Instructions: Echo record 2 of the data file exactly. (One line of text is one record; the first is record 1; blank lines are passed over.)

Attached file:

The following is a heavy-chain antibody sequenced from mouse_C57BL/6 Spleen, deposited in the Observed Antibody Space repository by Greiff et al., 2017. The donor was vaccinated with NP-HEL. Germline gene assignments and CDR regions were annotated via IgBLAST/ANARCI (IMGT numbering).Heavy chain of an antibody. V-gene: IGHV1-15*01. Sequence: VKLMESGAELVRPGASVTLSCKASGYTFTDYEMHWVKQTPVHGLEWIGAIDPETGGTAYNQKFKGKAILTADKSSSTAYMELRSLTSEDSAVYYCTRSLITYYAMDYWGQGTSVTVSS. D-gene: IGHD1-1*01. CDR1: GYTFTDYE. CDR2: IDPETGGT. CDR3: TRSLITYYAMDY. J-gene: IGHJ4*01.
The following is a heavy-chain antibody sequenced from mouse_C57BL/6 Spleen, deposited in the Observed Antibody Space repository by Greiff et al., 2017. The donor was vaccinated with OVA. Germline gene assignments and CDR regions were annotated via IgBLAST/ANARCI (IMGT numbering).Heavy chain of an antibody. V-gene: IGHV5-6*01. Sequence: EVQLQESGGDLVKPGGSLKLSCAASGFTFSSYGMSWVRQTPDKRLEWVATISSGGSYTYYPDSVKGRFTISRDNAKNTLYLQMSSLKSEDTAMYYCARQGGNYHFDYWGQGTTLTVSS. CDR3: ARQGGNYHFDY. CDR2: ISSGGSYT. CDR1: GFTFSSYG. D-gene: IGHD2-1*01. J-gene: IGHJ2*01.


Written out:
The following is a heavy-chain antibody sequenced from mouse_C57BL/6 Spleen, deposited in the Observed Antibody Space repository by Greiff et al., 2017. The donor was vaccinated with OVA. Germline gene assignments and CDR regions were annotated via IgBLAST/ANARCI (IMGT numbering).Heavy chain of an antibody. V-gene: IGHV5-6*01. Sequence: EVQLQESGGDLVKPGGSLKLSCAASGFTFSSYGMSWVRQTPDKRLEWVATISSGGSYTYYPDSVKGRFTISRDNAKNTLYLQMSSLKSEDTAMYYCARQGGNYHFDYWGQGTTLTVSS. CDR3: ARQGGNYHFDY. CDR2: ISSGGSYT. CDR1: GFTFSSYG. D-gene: IGHD2-1*01. J-gene: IGHJ2*01.